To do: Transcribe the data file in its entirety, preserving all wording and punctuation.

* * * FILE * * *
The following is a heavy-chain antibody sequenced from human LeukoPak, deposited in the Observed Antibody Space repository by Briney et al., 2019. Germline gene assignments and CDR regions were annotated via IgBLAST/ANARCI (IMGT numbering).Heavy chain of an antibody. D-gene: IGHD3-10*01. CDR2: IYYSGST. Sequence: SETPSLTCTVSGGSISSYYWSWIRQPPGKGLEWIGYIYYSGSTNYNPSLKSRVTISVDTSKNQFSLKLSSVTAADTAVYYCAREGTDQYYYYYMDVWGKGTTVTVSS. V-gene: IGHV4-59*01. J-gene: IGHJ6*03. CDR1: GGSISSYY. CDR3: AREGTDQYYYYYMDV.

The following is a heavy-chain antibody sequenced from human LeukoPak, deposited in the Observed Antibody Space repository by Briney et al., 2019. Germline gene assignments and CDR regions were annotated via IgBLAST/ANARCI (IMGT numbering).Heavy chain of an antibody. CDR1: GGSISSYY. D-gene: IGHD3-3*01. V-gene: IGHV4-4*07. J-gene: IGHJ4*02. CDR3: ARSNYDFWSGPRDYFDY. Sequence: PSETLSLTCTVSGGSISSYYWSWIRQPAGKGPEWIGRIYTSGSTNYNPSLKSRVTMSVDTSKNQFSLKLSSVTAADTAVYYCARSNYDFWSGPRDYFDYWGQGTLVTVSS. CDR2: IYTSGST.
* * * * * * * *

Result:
The following is a heavy-chain antibody sequenced from human LeukoPak, deposited in the Observed Antibody Space repository by Briney et al., 2019. Germline gene assignments and CDR regions were annotated via IgBLAST/ANARCI (IMGT numbering).Heavy chain of an antibody. D-gene: IGHD3-10*01. CDR2: IYYSGST. Sequence: SETPSLTCTVSGGSISSYYWSWIRQPPGKGLEWIGYIYYSGSTNYNPSLKSRVTISVDTSKNQFSLKLSSVTAADTAVYYCAREGTDQYYYYYMDVWGKGTTVTVSS. V-gene: IGHV4-59*01. J-gene: IGHJ6*03. CDR1: GGSISSYY. CDR3: AREGTDQYYYYYMDV.

The following is a heavy-chain antibody sequenced from human LeukoPak, deposited in the Observed Antibody Space repository by Briney et al., 2019. Germline gene assignments and CDR regions were annotated via IgBLAST/ANARCI (IMGT numbering).Heavy chain of an antibody. CDR1: GGSISSYY. D-gene: IGHD3-3*01. V-gene: IGHV4-4*07. J-gene: IGHJ4*02. CDR3: ARSNYDFWSGPRDYFDY. Sequence: PSETLSLTCTVSGGSISSYYWSWIRQPAGKGPEWIGRIYTSGSTNYNPSLKSRVTMSVDTSKNQFSLKLSSVTAADTAVYYCARSNYDFWSGPRDYFDYWGQGTLVTVSS. CDR2: IYTSGST.